In the 40 years since it began, Star Wars has made household names of stars like Harrison Ford, Mark Hamill and Carrie Fisher. But hidden farther down the saga's cast list is a galaxy of stars you may not have noticed.
From newcomers who weren't famous yet to celebrity cameos to effects wizards stepping in front of the camera, these are quite a few well-known names.
For starters, Simon Pegg made an appearance. To find out which film and which role, check out slide 18.
The heroic dwarf Thorin in the "Hobbit" trilogy got an early taste of a big-budget fantasy franchise when the then-unknown actor played a Naboo fighter pilot in "The Phantom Menace".
It's not a trap -- the man who played Admiral Ackbar in both the original movies and "The Force Awakens" was a puppeteer who also operated Sy Snootles and Jabba the Hutt's cackling pet Salacious Crumb. Among his other work, he brought Howard the Duck to life in the disastrous 1986 Marvel comic adaptation, not to mention Cosmo and Dibbs in British kids' show "You And Me".
Richard Marquand directed "Return of the Jedi" and also hopped in front of the camera to command one of the Imperial scout walkers -- until he was beaten up by Ewoks.
Animation pioneer Phil Tippett (right), one of the visual effects maestros behind Star Wars, "Indiana Jones" and "Jurassic Park", stood in as an alien in Mos Eisley in "Star Wars", as well as operating the Rancor puppet (pictured) in "Return of the Jedi".
If you need a British bad guy, Julian Glover's your man. As well as leading the AT-AT assault playing General Veers in "The Empire Strikes Back", Glover troubled both James Bond and Indiana Jones before turning up in "Game of Thrones" as Grand Maester Pycelle.
Every Star Wars fan knows the name Ralph McQuarrie, the man whose artwork defined the iconic visuals of the saga. And you can spot him among the rebel officers on Hoth in "The Empire Strikes Back".
In addition to being strangled over Skype in "The Empire Strikes Back", Michael Sheard was feared by a generation of British kids as the tyrannical teacher Mr Bronson in "Grange Hill". He also appeared in "Doctor Who" no less than six times, while US viewers may remember him as Adolf Hitler in "Indiana Jones and the Last Crusade".
Hiss-worthy BBC soap opera villain "Nasty Nick" Cotton from "EastEnders" was part of the rebellion in "Return of the Jedi". Another "EastEnders" villain can be glimpsed in "The Phantom Menace", when Steve John Shepherd -- aka Michael Moon -- appeared on Naboo.
Benjamin Burtt created the immediately recognizable sounds of the Star Wars saga -- the buzz of the lightsabers, Chewbacca's animal roar and more -- and earned an Oscar in the process. He also appeared on screen as the officer who instructs Han Solo to "freeze!" in the Endor shield bunker. In a saga full of lightsabers, lasers and other cool futuristic weapons, Burtt's character is dispatched by a toolbox.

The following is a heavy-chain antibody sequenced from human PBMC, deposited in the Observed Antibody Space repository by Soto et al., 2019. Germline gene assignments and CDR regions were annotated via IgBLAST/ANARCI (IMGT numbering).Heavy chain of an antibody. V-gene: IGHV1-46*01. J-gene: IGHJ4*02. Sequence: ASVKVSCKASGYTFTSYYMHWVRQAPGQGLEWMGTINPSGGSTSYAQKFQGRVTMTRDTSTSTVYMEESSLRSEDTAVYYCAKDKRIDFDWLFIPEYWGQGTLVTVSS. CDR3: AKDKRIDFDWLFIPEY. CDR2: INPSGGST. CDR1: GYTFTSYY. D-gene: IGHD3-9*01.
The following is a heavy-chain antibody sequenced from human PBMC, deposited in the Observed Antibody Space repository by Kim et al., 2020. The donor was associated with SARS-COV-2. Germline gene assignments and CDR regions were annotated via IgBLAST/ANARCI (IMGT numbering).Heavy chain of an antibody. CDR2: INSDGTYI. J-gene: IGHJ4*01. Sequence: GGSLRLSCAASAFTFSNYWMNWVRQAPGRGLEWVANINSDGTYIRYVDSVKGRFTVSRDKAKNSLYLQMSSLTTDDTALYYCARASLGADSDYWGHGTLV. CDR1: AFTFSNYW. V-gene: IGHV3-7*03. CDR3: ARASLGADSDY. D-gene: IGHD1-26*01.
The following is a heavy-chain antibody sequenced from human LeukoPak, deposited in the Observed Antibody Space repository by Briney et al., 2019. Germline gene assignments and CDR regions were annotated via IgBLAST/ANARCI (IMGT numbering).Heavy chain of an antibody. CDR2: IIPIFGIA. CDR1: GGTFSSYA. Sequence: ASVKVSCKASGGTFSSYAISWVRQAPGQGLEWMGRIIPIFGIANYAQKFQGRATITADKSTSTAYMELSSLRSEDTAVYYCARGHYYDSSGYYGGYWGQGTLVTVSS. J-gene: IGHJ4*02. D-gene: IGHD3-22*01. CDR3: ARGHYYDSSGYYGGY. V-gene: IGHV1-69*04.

From "Absolutely Fabulous" and various roles alongside the late comedienne Victoria Wood, Celia Imrie (centre) improbably climbed into a spacefighter cockpit in "The Phantom Menace". The trend for distinguished British actresses flying spaceships continued in "Rogue One", in which Geraldine James (left) was Blue Three.
Ralph Brown played the pilot of the shiny spaceship in "The Phantom Menace", but you may remember him as the frazzled drug dealer and roadie from "Withnail and I" and "Wayne's World 2".
John Knoll is the Oscar-winning visual effects supervisor on various Star Trek, Star Wars and Pirates of the Caribbean movies. After jumping into the cockpit of a Naboo fighter in "Phantom Menace", he had the idea to make a film about the Death Star plans -- which became "Rogue One". Oh, and he also straight-up invented Photoshop.
Remember that '90s song "I've Got a Little Something For You", by MN8? Sticking with the numbered names, rapper Dee Tails from the band is an L-1 droid in "Rogue One".
Fans of classic "Doctor Who" will remember Richard Franklin (left) as the dashing Captain Mike Yates, a series regular alongside Jon Pertwee's third Doctor in the 1970s. He appeared as an engineer in "Rogue One".
"Looper" director Rian Johnson is in charge of "Episode VIII: The Last Jedi", but in a "Rogue One" cameo he was in charge of some Imperial gadgetry as a random technician.
Under the helmet of "Force Awakens" Stormtrooper FN-9330 is music producer Nigel Godrich (centre, performing with Thom Yorke), who's overseen every Radiohead album since the 1990s. He's joined under Stormtrooper helmet FN-3181 by movie composer Michael Giacchino, who has written music for Star Trek and Star Wars.